It has been nearly two weeks since suicide bombers attacked two luxury hotels in Indonesia. The blasts killed seven people and injured more than 50, but appears to have had little long-term economic or political impact. The governor of Jakarta said measures were taken to increase security and quickly restore confidence following the terrorist attacks.
On the day two bombs exploded at the Marriott and Ritz-Carlton hotels in Jakarta, the Jakarta Governor Fauzi Bowo attended the opening of a conference. He said he went to send a message the people of Jakarta would not be intimidated by acts of terrorism.
"There is a tremendous crowd, I think 100,000 people attending the opening," said Bowo. "I was asking them if they had this feeling, fear for bombing, nobody responded by saying yes."
The bombings seem to have had little long term impact on the city. The hotels that were attacked have reopened. Foreign investment in the Indonesian economy remains strong. And the Governor says the hotel occupancy rate in Jakarta is back up to between 60 and 70 percent. The reason for the speedy recovery, he says, has been the government's quick reaction to the attacks.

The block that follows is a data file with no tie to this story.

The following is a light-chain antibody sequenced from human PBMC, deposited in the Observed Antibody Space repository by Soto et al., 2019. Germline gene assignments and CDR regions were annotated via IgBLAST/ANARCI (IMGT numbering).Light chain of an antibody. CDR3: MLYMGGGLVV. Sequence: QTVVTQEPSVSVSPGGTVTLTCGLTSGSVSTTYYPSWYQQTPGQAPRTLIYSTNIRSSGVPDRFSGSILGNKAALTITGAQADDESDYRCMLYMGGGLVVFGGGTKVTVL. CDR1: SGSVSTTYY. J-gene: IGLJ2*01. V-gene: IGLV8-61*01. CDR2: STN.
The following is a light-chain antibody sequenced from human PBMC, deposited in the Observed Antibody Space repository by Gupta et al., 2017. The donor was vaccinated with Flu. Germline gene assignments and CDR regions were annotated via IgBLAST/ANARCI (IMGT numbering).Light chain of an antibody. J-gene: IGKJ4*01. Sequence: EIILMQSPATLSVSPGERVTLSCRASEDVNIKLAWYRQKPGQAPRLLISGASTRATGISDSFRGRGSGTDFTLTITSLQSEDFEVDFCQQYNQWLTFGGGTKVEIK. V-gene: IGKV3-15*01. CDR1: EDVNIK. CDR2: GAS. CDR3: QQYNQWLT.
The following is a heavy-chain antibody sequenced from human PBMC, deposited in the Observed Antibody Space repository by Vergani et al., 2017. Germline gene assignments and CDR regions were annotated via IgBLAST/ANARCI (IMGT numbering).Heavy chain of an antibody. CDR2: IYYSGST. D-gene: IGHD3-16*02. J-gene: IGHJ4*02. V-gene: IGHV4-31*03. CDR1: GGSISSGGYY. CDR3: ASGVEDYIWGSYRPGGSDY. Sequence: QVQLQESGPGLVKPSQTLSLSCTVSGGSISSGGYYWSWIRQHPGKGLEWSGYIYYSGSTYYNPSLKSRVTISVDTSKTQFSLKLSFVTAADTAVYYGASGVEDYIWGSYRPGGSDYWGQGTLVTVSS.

"We have been increasing our intelligence services, that is for sure," said the Jakarta governor. "And secondly we retrain and re-inform all the security officers up to the grassroots level about the standing operation procedure that we have, that it is up to the international level that we have."
Governor Bowo said the investigation into the bombings is being handled at the national level, and he is confident that in time the perpetrators will be apprehended.
Police suspect the Southeast Asian terror network Jemaah Islamiyah is responsible for the blasts. Analysts say Malaysian fugitive Noordin Mohammed Top, associated with a militant break-away faction of the group, is the likely organizer. Top's wife is being questioned by authorities.
Police are also investigating an Internet message claiming responsibility for the bombings by a group calling itself al-Qaida Indonesia, which was purportedly signed by Noordin Top.
The Governor of Jakarta said this first bombing in Indonesia in nearly four years, is a reminder the threat of terrorism is always there.
"We should be aware that the soul of terrorism never dies, it will always be there moving from one place to another place, but I think we should be alert of it. We should increase the awareness of people at large," he said.
Governor Bowo says life in Jakarta is returning to normal, in part, because of increased security, but also because the people of Indonesia refuse to live in fear.